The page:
100 Iranians Die By Alcohol Poisoning After Ethanol Consumption For Virus "Cure"

As the world grapples with this once in a century pandemic, bizarre stories and sometimes extremely dangerous examples of people's 'home remedy' attempts at combating the virus are popping up more and more. 

Yesterday we detailed the story of the South Korean church which infected 46 people by the strange "remedy" of spraying salt water into their mouths thinking it would "kill" the virus; however, they used the same spray bottle, not bothering to disinfect it.

And now a new one from hard-hit Iran, which Tuesday saw state TV issue an alarming prediction that "millions" of its citizens could die: some Iranians are turning to ingesting industrial-grade ethanol and methanol thinking this can disinfect them and mitigate exposure. This has led to mass alcohol poisoning, state media has reported.

Methyl Alcohol file image

"More than a hundred Iranians have died from alcohol poisoning in recent weeks in the mistaken belief that industrial-grade ethanol and methanol will help ward off the coronavirus ravaging the country, according to local media reports," writes Bloomberg.

The reports note that nationwide over 1,000 have been treated for alcohol poisoning related to 'home remedy' attempts to disinfect themselves. The 'treatment' reportedly began as a rumor, which authorities have lately sought to combat.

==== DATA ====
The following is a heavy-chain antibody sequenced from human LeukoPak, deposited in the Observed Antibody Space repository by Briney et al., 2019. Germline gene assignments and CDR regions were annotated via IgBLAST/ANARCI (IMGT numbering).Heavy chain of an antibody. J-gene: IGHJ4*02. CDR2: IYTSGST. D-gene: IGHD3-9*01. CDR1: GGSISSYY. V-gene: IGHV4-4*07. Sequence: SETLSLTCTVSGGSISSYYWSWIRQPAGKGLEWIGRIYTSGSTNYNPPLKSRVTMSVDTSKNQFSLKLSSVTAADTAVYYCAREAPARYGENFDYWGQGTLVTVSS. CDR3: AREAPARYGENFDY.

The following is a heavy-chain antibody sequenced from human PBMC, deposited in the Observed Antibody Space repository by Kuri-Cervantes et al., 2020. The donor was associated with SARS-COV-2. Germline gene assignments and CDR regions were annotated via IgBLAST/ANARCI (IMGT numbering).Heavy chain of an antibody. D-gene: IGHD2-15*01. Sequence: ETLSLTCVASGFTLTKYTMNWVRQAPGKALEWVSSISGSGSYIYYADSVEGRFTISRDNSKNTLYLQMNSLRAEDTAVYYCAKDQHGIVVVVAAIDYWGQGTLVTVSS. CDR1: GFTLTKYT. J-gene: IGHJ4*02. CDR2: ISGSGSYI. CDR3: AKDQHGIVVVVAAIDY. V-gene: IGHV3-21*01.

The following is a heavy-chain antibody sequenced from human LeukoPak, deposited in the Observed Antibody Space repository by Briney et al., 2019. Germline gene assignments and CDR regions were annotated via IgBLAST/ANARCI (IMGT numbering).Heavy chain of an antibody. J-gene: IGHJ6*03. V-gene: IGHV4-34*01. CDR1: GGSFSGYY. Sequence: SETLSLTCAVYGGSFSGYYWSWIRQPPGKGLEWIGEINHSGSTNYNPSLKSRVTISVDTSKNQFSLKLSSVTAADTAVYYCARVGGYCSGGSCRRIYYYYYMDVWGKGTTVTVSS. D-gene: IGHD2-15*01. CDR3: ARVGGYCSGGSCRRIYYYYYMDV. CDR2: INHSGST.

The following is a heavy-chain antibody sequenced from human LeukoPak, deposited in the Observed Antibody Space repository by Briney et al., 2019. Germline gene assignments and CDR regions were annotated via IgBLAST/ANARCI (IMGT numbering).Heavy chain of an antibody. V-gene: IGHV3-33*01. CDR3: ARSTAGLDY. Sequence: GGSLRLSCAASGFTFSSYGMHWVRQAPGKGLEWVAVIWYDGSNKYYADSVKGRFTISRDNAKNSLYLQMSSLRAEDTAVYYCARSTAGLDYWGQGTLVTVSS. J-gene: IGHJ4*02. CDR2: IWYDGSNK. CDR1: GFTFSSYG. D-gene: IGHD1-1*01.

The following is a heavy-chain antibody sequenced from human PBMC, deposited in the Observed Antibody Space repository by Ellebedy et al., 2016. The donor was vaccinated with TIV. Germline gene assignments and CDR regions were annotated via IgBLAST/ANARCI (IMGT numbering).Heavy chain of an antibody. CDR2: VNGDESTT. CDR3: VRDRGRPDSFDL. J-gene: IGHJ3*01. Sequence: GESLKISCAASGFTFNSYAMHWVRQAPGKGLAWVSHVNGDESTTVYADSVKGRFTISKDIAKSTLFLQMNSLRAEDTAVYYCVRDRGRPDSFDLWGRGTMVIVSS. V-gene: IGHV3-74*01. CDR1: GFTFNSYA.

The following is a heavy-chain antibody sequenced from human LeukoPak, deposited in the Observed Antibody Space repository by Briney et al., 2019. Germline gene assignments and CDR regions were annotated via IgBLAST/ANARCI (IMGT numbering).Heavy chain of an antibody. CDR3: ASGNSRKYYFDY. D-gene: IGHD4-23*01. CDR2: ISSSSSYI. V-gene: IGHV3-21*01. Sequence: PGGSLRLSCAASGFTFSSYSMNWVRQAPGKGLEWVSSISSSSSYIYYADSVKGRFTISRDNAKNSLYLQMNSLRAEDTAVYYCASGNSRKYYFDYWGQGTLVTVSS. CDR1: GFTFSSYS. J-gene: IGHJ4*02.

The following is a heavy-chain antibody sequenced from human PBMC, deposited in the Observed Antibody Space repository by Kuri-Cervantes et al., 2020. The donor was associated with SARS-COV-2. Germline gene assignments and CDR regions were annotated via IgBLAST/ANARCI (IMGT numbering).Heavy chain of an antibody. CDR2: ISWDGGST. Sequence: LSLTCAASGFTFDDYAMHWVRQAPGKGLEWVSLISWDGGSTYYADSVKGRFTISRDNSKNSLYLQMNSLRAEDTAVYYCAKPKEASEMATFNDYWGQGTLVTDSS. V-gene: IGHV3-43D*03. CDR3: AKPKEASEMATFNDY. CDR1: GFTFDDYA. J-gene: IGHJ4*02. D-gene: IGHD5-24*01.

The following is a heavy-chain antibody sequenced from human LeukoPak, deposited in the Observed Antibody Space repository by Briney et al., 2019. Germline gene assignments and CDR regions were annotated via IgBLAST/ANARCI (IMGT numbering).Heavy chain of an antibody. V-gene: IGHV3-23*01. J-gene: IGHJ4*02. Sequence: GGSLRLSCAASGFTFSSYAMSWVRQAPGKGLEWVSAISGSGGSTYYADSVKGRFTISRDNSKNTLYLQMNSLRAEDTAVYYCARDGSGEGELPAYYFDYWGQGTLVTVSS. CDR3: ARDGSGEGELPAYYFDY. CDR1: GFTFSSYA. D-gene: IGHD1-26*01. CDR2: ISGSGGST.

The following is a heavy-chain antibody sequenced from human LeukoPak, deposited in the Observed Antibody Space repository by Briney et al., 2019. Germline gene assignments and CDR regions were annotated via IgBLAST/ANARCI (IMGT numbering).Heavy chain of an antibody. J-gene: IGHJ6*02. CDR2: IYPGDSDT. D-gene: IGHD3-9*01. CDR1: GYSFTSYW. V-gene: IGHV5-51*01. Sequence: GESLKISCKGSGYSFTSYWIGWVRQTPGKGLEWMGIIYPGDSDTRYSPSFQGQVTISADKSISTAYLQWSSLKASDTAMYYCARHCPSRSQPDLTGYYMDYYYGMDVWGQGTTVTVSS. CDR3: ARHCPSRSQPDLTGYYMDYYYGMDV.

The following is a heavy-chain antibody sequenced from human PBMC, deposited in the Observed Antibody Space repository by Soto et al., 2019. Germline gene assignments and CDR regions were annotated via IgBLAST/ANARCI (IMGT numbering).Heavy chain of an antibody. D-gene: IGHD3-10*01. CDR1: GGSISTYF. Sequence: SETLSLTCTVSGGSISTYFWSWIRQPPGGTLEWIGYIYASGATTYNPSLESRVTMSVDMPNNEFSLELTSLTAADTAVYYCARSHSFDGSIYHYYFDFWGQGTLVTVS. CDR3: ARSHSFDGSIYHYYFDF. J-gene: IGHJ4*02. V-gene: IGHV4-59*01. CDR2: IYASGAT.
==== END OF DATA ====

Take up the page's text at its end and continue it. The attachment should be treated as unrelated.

And the semi-official Iranian Students News Agency has reported 61 deaths in Fars province alone by this method, which adds up to five times more fatalities than official confirmed coronavirus deaths in that area.

Other deaths from consumption of the potentially fatal substances were also reported throughout the country. Bloomberg tallies it at 100 or more, citing state sources. 

Iran on Wednesday reported a huge single-day jump in fatalities, reportedly the biggest within a single 24-hour period thus far in the country as another 147 people died. 

This brings the official death toll in Iran to 1,135 and a total of 17,361 confirmed cases, amid dire reports that "millions" are expected to be infected before the pandemic dissipates.